Fast Cars in the UK

Someone recently asked me whether I thought people in England drive too fast. The question took me by surprise because, no, with but a few notable exceptions people in the UK do not drive fast. It probably isn’t for a lack of a speedy impulse but for the restrictions UK traffic calming measures impose.

Yes, the UK keeps traffic slow through the use of ubiquitous speed cameras, speed traffic calming (1)bumps, winding roads that twist and double back for no discernible reason, one-lane two-way roads, and lines of parked cars on both sides of all public roadways. (Yes, there are motorways, but I rarely see one.)

All this combines to make travel in the UK quite slow indeed. It is a cliché to say that Americans think 200 years is a long time and Brits think 200 miles is a long way, but it became a cliché because it’s true. In the US, I would generally estimate my arrival time by allowing one minute for each mile. If I needed to travel 15 miles, I would allow 15 minutes (20 minutes if it was important enough to have a few extra minutes). In the UK, 15-mile trips regularly take 45 minutes or more, even without major traffic disruptions. A 200-mile trip is not something to be taken lightly.

For the most part, Brits are patient and courteous in traffic, taking turns and letting one another pass in a fairly equitable arrangement. You occasionally run into a rude and selfish driver, of course, but it isn’t the rule. Brits will tell you they are known for their ability to queue (stand in line) in an orderly, polite, and efficient manner.

If they are better at standing in queues than other cultures, it must be because they have so many opportunities to do so. Queues abound, and they are not famous for moving quickly. Things generally move faster in the US—except the post office. I typically get in and out of the post office much faster in the UK than in the US.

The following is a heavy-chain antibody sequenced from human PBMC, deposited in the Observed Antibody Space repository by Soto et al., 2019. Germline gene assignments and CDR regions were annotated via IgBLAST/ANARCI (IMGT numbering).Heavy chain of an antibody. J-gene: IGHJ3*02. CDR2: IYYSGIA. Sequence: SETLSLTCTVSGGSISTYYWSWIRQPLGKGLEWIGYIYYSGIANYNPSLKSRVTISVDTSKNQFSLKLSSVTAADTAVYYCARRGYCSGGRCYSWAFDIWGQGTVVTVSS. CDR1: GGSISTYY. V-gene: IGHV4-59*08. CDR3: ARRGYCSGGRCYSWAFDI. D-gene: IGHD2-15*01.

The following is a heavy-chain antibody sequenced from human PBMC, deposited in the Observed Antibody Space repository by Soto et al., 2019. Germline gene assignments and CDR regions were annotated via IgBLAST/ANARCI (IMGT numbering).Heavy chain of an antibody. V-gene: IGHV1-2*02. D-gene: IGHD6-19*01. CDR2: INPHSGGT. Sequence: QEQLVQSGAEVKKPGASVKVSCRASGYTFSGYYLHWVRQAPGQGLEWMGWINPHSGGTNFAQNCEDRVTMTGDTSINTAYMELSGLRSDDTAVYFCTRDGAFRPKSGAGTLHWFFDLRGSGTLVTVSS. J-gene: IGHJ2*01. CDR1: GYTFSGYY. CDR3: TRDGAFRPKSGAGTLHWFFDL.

Life in the UK is mostly slower than what I’ve been used to, and I like it that way almost all the time. Sometimes the American in me breaks out and I get exasperated with pointless waiting, but every American has to be an ugly one from time to time, even if we are trying to dispel stereotypes.

Of course, Brits can lose their patience, too, when pushed too far. And that’s what Northern Rail has done. By making everyone late to absolutely everything, Brits in the northwest now have to rush around all the time, getting a taste of the American goal of always shaving a few minutes off travel time and being perpetually irritable. Surely, something will have to be done.

English Politeness and Deference: Passing in Tight Places

I mostly appreciate the politeness I encounter in the towns and villages in northwest England, but sometimes my American and more urban sensibilities leave me a little frustrated. Necessity and custom in England require both vehicles and pedestrians to negotiate who will pass when space is too limited for traffic to move unimpeded. When the pause in movement is required by limitations of space, of course I appreciate theIMG_6911 polite manner most English residents negotiate who will pass first.

I don’t drive myself in England, so I will leave a discussion of vehicular negotiations for later, but walks often require similar etiquette. Walking on a footpath or pavement (sidewalk for the Americans) sometimes requires making space for someone to pass.* English manners demand that often both pedestrians will pause, turn to the side, and motion for the other to proceed. In short order, one or the other will give in and pass first with a cheery “thank you” to ensure that English politeness is rewarded.

That’s all quaint and lovely, and I find it absolutely comforting to know that people will still look out for one another in this way. Sometimes, though, the path is plenty wide for two people to pass without even pausing, but some insist on pausing and standing to the side anyway. As an American, I just find this to be an unnecessary and, I admit, annoying waste of time and effort. I still mutter a quiet “thanks” as I pass, but not without a taste of resentment. Sometimes, you just want to get on with your life, you know? I guess if I want that kind of life, I should stay in the city where one must look after oneself.

*In rural America, this scenario doesn’t play out often if at all. Rural America doesn’t have the population density of the English countryside, so it isn’t often you will pass anyone you don’t know. If you do pass someone you don’t know, you are likely to be suspicious and try to ascertain the stranger’s business in the area. Also, in America, if you are walking in the countryside, you are probably on private land, so you would definitely expect to know everyone you encounter. Any stranger would be a trespasser, and no one in America ever fought for the freedom to roam across farms and ranches. If you are English, please don’t ever try to cross a farmer’s land in the US. Most farmers will approach you with a loaded gun in hand, and shooting you would be completely legal.